“The House with a Clock in Its Walls”

FRIDAY NIGHT MOVIE REVIEW: Last night, I saw “The House with a Clock in Its Walls,” which stars Jack Black (Nacho Libre, Kung Fu Panda 3), Cate Blanchett (Cinderella [2015], The Lord of the Rings: The Return of the King), Owen Vaccaro (Daddy’s Home, Mother’s Day), Kyle MacLachlan (Inside Out [2015], Twin Peaks [TV series]), Renée Elise Goldsberry (One Life to Live [TV series], Sisters), Colleen Camp (Clue, Wayne’s World), Sunny Suljic (The Killing of the Sacred Deer, Mid90s), Lorenza Izzo (Life Itself, Feed the Beast [TV series]), and Vanessa Anne Williams (Dynasty [2017 TV series]). It is directed by Eli Roth (Death Wish, Knock Knock), with the screenplay being written by Eric Kripke (Supernatural [TV series], Timeless [TV series]). Based on a novel, this film follows a young boy named Lewis (Vaccaro) who goes to live with his warlock of an uncle Jonathan (Black) after his parents die in a car accident. Magic ensues and dark secrets unfold, as something treacherous within the house walls is afoot.

The last Friday of the year and it had to be spent on a Jack Black flick set in the 50s… Don’t get me wrong, I love Jack Black. He’s an entertaining, talented performer who’s starred in some of my childhood favorites (“Nacho Libre,” “School of Rock,” “Kung Fu Panda”). However, “The House with a Clock in its Walls” is unfortunately a dud of a flick. Could we end the review there? Who do you think I am? Let’s dive into this thing. The first thing you would notice when watching “The House with a Clock” is how it’s set in the 50s. The clothes, the cars, the atmosphere in general pops with the elegance of such an interesting era of time, but there’s something missing… oh yeah, the characters hardly act like they live in the 50s. No, they don’t question why there aren’t iPhones in their hands, but they also don’t talk as if they’re from their time either. Jack Black acts as… well, Jack Black. Most of what he says (certain nuances) would probably not have been said back then, and the same goes for quite a bit of these characters. Every era has its specific slang; you don’t have to make a generalization of the time when writing for these characters, but you also can’t be absent-minded of how people would act. Everyone carried themselves as they would in this time, and quite frankly I could’ve seen this story set in the present day with hardly any conflict (if it weren’t for the backstory of the bad guy and Cate Blanchett’s character, of course). But, that was merely the first problem I saw with this flick, ladies and gentlemen. It’s not like “The House with a Clock” is a horrendous picture plagued with issues, for it is really just a big pile of nothing that doesn’t do much for me as a viewer. What’s the big problem it faces? It doesn’t know what it wants to be. There are moments where “The House with a Clock” comes off as an old school picture, moments where it feels like “Goosebumps” (the latest also starring Mr. Black), and moments where it is just downright bizarre (there’s a big lion-shaped hedge that craps out leaves in various scenes). I didn’t know what style Eli Roth had when crafting this film, as it felt like a hodgepodge of everything yet affirming itself of nothing. These characters are warlocks, and their time is devoted to Lewis trying to make friends with this kid named Tarby (what kind of name is that?) and Jack Black trying to find the stinking clock in his wall. Of course, finding the clock in the wall is the central conflict of the movie, however most character development outside of this is shaky. The dynamic between Lewis and Tarby was downright confusing. Tarby was kind of Lewis’ friend, then he wasn’t, yet they still hung out. I couldn’t flip heads or tails why the heck the filmmakers spent so much time on these two, it was by far the weakest part of the story, besides the villain’s plan (if you were to listen to it, you’d question who in their right mind would think it’ll benefit the bad guy… unless they were just pure evil, muahahaha). I really didn’t care much for what took place on-screen. While it’s visually a beautiful feature, it lacks in strong characters and story direction. The plot just kind of unfolds listlessly, going from one point to the next while dashing in a few odd moments here and there to mix things up. I guess you could say I was entertained at parts; I certainly didn’t grow restless. The atmosphere is of a magical house filled with a lot of fun stuff to look at and explore, but there’s also not much that separates it from magical places I’ve seen in other movies (“Mr. Magorium’s Wonder Emporium,” any “Harry Potter” film). The performances weren’t that bad, but also not noteworthy either. Cate Blanchett was the best of the bunch, primarily because she didn’t act like herself (I love Jack Black, but he could’ve at least put a twist on his role). I didn’t mind Owen Vaccaro in the main role, though I wouldn’t say he is a Haley Joel Osment. He did his part and played it fine; that’s all there is to say. Overall, “The House with a Clock in its Walls” is a meh kind of feature; easily forgettable as it doesn’t offer much. Which is a shame because it looked to be a unique picture by the trailers. If you’re looking for something fun, I’d turn to something else. FINAL SCORE: 61%= Burnt Popcorn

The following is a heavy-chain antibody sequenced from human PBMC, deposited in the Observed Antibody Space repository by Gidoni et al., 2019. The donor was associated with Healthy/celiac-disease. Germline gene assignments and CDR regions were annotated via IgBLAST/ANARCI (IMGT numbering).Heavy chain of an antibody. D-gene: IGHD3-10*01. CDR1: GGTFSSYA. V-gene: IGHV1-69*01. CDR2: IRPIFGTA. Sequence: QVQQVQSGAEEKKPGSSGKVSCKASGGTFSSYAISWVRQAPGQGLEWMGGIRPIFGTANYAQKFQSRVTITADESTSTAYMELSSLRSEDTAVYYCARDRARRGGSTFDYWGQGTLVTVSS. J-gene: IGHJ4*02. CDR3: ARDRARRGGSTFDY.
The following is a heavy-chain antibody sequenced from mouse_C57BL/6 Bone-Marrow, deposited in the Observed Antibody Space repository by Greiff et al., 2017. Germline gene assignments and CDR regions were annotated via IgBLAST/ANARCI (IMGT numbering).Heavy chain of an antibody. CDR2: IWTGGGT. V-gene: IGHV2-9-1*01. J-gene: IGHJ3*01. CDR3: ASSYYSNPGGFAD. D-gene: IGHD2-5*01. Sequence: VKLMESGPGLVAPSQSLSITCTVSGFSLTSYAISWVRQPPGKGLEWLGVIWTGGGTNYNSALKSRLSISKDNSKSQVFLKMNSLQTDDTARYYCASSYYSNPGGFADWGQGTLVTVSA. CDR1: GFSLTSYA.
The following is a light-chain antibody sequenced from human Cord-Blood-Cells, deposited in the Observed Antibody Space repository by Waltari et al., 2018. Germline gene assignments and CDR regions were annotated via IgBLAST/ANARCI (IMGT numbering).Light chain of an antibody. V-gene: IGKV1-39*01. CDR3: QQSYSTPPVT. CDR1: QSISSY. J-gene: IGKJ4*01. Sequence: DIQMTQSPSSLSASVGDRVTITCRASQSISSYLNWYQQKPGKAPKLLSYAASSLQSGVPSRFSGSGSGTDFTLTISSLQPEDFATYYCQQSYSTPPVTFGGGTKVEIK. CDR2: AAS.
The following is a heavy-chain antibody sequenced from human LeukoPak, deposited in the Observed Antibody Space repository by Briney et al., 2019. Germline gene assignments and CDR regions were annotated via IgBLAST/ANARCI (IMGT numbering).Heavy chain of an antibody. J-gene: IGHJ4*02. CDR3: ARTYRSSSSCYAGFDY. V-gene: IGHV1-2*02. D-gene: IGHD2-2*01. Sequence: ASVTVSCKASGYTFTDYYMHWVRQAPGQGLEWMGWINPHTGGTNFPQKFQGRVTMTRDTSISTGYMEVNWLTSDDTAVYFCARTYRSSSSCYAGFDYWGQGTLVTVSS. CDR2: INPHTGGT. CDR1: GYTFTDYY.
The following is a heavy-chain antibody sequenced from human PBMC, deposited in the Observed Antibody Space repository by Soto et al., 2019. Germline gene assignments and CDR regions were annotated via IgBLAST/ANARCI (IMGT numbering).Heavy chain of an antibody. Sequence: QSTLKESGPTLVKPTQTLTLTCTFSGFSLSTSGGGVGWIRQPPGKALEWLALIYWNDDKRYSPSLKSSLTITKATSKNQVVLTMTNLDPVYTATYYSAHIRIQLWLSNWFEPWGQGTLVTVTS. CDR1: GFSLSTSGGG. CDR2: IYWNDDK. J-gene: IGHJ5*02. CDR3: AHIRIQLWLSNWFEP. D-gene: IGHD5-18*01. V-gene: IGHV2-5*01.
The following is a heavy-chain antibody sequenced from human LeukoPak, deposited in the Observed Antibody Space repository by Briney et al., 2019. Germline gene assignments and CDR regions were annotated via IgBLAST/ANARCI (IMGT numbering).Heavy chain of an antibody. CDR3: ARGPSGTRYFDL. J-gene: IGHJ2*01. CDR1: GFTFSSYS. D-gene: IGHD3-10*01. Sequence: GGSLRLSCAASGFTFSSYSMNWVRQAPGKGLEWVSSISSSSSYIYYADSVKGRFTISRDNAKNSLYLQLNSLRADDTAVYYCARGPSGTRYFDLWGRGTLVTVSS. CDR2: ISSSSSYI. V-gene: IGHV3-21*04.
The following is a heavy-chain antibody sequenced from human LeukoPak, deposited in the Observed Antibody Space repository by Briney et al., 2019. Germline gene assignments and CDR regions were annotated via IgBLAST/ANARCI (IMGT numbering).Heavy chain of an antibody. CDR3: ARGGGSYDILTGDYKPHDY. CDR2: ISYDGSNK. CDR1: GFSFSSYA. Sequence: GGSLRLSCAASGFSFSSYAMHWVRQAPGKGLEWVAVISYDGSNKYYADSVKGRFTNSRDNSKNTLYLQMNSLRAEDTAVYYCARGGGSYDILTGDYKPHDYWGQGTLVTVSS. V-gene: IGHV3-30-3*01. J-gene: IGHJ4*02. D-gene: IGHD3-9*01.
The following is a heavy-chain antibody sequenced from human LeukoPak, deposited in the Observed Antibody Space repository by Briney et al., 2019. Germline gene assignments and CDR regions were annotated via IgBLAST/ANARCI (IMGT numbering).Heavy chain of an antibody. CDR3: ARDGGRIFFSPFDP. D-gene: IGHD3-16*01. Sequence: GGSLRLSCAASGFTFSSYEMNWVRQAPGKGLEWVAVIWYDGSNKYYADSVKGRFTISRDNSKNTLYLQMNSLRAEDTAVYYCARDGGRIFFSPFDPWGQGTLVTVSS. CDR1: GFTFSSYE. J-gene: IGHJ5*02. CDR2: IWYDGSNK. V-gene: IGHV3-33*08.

Here is the trailer:

One response to ““The House with a Clock in Its Walls”

  1. Pingback: December Movie Rankings | Juicy Reviews·

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